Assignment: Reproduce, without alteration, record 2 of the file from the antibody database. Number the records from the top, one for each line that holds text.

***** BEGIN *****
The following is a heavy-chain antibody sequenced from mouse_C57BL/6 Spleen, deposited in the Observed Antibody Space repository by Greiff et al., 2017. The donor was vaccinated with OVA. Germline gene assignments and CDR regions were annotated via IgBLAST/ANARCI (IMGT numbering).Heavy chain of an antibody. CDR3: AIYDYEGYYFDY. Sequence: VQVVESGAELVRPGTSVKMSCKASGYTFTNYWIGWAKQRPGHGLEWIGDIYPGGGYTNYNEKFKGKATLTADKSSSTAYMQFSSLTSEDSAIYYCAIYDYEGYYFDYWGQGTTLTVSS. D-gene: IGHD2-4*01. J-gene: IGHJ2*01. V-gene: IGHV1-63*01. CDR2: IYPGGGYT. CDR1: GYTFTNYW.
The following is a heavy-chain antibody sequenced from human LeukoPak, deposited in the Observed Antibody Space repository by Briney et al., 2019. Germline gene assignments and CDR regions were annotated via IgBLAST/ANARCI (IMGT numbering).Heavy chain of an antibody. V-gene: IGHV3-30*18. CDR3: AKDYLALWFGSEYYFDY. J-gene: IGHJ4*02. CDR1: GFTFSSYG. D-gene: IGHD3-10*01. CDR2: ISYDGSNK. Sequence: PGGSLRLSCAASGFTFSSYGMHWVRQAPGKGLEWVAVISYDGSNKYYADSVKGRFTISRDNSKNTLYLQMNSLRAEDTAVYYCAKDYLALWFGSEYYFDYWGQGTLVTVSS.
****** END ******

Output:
The following is a heavy-chain antibody sequenced from human LeukoPak, deposited in the Observed Antibody Space repository by Briney et al., 2019. Germline gene assignments and CDR regions were annotated via IgBLAST/ANARCI (IMGT numbering).Heavy chain of an antibody. V-gene: IGHV3-30*18. CDR3: AKDYLALWFGSEYYFDY. J-gene: IGHJ4*02. CDR1: GFTFSSYG. D-gene: IGHD3-10*01. CDR2: ISYDGSNK. Sequence: PGGSLRLSCAASGFTFSSYGMHWVRQAPGKGLEWVAVISYDGSNKYYADSVKGRFTISRDNSKNTLYLQMNSLRAEDTAVYYCAKDYLALWFGSEYYFDYWGQGTLVTVSS.